FV-94 | Visual and Numeric Attraction Effects with Large Choice Sets
Prof. Dr. Miguel Brendl & Dr. Ozgun Atasoy
We plan to continue our research program on the attraction effect, which describes a decisionmaking
phenomenon: Offering an inferior and rarely chosen third option to customers who decide
between two options has a paradoxical effect: It increases the choice share of the option most
similar to it. This effect is considered one of the most important findings in academic marketing,
but is still poorly understood. It is of theoretical interest because it violates reasonable assumptions
about how people should make choices. It also is of practical interest because it offers the potential
to alter customers’ choices by introducing extra alternatives to a product portfolio.
Statement of the Problem
Most attraction effect research has two characteristics: It investigates choices among three options
and presents these options by means of numeric attributes to respondents in behavioral experiments
(e.g., 500ml olive oil priced at CHF 20). This setup leaves some important questions unanswered.
What happens to the attraction effect when customers are offered more than three options and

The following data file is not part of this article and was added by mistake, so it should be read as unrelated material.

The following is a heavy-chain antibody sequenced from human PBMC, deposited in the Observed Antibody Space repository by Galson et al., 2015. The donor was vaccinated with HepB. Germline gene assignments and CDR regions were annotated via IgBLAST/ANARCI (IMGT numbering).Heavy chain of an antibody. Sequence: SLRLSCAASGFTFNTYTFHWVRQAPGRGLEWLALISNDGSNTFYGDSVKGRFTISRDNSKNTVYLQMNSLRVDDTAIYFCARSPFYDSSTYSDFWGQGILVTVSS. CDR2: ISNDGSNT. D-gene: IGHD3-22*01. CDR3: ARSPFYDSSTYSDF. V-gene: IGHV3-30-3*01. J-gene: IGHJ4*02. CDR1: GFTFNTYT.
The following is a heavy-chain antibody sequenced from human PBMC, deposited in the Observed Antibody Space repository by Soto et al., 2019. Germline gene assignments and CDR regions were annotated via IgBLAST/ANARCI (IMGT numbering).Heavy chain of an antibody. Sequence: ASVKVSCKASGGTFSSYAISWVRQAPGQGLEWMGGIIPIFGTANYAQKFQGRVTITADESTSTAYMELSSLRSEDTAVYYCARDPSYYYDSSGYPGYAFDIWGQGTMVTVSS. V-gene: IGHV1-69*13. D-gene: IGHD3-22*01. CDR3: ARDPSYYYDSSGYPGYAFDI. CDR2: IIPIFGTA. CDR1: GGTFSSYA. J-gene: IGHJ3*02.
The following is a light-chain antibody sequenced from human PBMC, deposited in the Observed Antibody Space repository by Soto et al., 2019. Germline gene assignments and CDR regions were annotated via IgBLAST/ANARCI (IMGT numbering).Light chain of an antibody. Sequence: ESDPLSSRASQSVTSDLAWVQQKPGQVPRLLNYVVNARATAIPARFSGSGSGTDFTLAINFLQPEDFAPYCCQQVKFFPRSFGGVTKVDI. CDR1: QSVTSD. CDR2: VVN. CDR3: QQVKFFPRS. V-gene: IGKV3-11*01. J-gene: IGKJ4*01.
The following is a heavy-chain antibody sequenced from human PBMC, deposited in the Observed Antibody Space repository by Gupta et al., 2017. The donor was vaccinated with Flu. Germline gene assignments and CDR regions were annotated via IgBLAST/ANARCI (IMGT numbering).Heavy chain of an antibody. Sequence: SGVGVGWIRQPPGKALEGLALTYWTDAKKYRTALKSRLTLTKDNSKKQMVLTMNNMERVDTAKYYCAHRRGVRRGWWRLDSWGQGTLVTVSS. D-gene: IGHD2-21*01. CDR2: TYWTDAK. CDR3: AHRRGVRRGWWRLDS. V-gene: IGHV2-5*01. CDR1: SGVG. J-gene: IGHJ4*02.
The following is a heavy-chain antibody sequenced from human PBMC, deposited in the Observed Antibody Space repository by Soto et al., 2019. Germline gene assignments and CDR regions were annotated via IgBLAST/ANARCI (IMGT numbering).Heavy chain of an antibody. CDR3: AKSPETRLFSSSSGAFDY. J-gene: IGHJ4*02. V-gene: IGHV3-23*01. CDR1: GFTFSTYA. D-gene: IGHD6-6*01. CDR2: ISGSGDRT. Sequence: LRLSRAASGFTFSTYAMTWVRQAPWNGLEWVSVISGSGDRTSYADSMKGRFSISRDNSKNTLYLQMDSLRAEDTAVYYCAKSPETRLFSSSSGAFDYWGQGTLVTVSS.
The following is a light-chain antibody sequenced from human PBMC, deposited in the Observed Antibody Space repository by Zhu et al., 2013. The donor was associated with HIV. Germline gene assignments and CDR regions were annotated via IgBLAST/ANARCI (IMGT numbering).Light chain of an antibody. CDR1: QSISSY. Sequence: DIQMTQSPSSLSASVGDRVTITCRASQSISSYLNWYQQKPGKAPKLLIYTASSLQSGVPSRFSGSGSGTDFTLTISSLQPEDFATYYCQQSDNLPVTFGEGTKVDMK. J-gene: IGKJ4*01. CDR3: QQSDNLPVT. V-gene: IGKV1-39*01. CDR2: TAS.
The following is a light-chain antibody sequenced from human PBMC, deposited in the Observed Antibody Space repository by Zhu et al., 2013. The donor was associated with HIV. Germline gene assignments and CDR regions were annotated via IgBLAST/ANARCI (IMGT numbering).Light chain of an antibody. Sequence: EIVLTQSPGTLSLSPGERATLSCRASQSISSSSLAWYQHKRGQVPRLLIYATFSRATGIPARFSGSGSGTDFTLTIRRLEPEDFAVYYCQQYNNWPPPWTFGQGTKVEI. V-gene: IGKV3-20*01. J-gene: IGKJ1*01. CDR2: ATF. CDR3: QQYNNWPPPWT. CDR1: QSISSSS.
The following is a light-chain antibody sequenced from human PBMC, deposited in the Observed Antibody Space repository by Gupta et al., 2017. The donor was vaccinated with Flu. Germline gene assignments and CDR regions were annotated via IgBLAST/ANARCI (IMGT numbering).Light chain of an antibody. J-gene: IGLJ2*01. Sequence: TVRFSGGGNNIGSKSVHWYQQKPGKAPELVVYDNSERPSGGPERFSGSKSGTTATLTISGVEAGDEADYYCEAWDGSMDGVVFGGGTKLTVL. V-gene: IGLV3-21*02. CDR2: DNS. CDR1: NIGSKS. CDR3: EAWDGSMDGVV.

when they can visually inspect the options rather than judge them based only on numerical
specifications? These are important questions because visual inspection of a large set of options
is the most common real-world choice context (e.g., in retail stores, during online shopping). It
is unclear whether the experiments that have respondents choose among three numeric choice
options would generalize to this broader context. In fact, the literature has not even established
that attraction effects can occur when choice options are visual rather than numeric.
Our objective is to compare visual and numeric attraction effects when choice sets are larger than
Importance, Usefulness, and Novelty of the Project
We expect that larger choice sets reduce the likelihood of observing the attraction effect. The
attraction effect requires that customers identify and compare similar options. This may be difficult
when there are many options on offer. However, customers are likely able to make comparisons
more quickly and easily when the options are images instead of numbers. Therefore, we expect that
the attraction effect is more likely to break down with enlarged choice sets when the options are
represented numerically than visually.